I am so at home in Dublin, more than any other city, that I feel it has always been familiar to me. It took me years to see through its soft charm to its bitter prickly kernel - which I quite like too.

Dan A O’Brien

Locked up, Locked out

At the ‘academy’, where you can be sent for ‘bumptious behaviour’, the boys were called students, rather than inmates, to distinguish them from the violent offenders that populated prisons. All the violent offenders at the academy were on the staff.

Waiting to live

The Nigerian-Irish writer Melatu Uche Okorie writes from a situation between two worlds, the migrant’s ever-present dilemma of here and there, but with the added complication that many of her stories are set in that particular purgatory the direct provision centre.

Development Arrested

The Zimbabwean writer Tsitsi Dangarembga’s first novel was a major success, although she was accused by reviewers at home of ‘fouling her own nest’. Her latest novel uses the broken female body as a metaphor to explore the collapse of her country’s body politic.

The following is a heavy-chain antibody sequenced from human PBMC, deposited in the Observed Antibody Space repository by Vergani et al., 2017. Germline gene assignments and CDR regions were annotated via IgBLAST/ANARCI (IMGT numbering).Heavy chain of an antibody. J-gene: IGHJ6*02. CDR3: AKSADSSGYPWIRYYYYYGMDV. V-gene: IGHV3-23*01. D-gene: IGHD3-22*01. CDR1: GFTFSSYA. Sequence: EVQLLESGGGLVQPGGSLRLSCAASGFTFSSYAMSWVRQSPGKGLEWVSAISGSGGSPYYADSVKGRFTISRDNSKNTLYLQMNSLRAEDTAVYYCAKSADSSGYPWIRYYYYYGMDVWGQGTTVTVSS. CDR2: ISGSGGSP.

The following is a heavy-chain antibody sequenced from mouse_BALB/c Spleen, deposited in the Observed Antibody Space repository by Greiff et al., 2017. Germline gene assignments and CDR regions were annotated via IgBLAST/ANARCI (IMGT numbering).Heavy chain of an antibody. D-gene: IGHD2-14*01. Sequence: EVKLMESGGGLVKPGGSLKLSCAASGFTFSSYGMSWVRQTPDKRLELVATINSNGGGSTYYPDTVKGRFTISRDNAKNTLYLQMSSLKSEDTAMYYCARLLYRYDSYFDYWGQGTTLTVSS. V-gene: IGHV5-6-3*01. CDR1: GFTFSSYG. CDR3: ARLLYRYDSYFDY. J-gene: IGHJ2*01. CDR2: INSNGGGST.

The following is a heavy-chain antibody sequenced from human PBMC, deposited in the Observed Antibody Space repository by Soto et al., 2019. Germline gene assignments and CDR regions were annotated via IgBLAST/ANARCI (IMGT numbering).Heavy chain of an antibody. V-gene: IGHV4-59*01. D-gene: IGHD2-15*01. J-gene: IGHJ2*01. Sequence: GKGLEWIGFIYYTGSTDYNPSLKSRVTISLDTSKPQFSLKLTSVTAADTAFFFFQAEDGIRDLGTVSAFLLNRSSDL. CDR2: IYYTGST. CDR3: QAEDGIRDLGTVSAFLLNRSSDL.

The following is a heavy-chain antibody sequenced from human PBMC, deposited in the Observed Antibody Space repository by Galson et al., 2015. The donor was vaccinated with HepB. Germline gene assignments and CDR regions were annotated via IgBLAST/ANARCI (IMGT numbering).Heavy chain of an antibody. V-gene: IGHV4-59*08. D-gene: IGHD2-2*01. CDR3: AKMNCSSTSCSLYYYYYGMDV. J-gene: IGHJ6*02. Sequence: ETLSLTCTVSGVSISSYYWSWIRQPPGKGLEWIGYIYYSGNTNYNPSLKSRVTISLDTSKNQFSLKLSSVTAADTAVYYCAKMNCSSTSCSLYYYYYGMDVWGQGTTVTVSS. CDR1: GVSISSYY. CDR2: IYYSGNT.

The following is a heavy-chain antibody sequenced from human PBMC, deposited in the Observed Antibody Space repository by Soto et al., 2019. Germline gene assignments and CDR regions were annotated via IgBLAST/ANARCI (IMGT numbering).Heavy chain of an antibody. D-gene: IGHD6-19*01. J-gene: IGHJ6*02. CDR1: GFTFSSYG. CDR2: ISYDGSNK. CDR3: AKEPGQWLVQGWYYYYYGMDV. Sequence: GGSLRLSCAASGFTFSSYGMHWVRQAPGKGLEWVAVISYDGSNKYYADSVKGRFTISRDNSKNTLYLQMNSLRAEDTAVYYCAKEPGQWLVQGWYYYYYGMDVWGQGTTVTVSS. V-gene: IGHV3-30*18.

Not At Home

In Barracoon, Zora Neale Hurston’s documentary narrative from 1931 which has only now been published, the former slave Cudjo gives his children names for the old world they have left behind and the new one in which they now live. But like him, they are at home in neither.

Not All There

Sean O’Reilly’s truncated, misshapen stories are a radical leave-taking from the Irish literary tradition ‑ more Flannery than Frank O’Connor ‑ while in other ways they could not be anything other than Irish, sharing much with the stranger work of Donal Ryan and Rob Doyle.